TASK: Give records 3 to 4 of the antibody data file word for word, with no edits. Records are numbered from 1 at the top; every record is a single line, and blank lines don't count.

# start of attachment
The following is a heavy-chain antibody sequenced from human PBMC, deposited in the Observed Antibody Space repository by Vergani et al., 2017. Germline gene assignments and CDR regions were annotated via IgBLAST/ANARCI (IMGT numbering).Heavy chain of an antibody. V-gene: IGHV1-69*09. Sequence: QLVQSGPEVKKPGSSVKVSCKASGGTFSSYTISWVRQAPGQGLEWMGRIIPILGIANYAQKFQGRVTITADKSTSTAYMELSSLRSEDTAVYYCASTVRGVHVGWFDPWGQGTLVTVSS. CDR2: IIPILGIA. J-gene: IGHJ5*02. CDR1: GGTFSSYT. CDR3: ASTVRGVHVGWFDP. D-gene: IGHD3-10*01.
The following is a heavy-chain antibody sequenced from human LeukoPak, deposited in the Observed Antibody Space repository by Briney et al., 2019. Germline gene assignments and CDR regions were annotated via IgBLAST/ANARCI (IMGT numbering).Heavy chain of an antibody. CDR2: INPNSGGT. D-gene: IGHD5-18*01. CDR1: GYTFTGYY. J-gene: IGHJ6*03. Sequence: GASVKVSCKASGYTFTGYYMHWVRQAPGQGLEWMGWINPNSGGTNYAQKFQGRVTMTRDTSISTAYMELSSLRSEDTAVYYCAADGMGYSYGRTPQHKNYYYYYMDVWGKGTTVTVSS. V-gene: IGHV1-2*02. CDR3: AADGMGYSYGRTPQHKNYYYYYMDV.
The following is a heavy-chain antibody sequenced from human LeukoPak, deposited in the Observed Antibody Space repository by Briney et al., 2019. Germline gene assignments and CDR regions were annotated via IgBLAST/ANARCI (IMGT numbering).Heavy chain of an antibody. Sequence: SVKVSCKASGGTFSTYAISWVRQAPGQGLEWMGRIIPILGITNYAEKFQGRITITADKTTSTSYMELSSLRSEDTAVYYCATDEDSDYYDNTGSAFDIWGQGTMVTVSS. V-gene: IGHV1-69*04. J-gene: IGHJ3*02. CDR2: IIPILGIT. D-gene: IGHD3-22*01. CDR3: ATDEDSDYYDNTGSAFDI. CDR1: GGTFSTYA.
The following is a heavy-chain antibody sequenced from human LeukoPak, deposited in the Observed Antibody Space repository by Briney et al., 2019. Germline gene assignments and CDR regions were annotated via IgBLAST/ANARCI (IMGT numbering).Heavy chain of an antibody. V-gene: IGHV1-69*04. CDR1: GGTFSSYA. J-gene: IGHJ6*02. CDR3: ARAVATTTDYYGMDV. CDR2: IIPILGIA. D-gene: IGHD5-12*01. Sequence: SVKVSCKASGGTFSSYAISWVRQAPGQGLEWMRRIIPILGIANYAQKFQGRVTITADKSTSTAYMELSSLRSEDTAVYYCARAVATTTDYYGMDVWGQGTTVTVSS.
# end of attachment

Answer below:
The following is a heavy-chain antibody sequenced from human LeukoPak, deposited in the Observed Antibody Space repository by Briney et al., 2019. Germline gene assignments and CDR regions were annotated via IgBLAST/ANARCI (IMGT numbering).Heavy chain of an antibody. Sequence: SVKVSCKASGGTFSTYAISWVRQAPGQGLEWMGRIIPILGITNYAEKFQGRITITADKTTSTSYMELSSLRSEDTAVYYCATDEDSDYYDNTGSAFDIWGQGTMVTVSS. V-gene: IGHV1-69*04. J-gene: IGHJ3*02. CDR2: IIPILGIT. D-gene: IGHD3-22*01. CDR3: ATDEDSDYYDNTGSAFDI. CDR1: GGTFSTYA.
The following is a heavy-chain antibody sequenced from human LeukoPak, deposited in the Observed Antibody Space repository by Briney et al., 2019. Germline gene assignments and CDR regions were annotated via IgBLAST/ANARCI (IMGT numbering).Heavy chain of an antibody. V-gene: IGHV1-69*04. CDR1: GGTFSSYA. J-gene: IGHJ6*02. CDR3: ARAVATTTDYYGMDV. CDR2: IIPILGIA. D-gene: IGHD5-12*01. Sequence: SVKVSCKASGGTFSSYAISWVRQAPGQGLEWMRRIIPILGIANYAQKFQGRVTITADKSTSTAYMELSSLRSEDTAVYYCARAVATTTDYYGMDVWGQGTTVTVSS.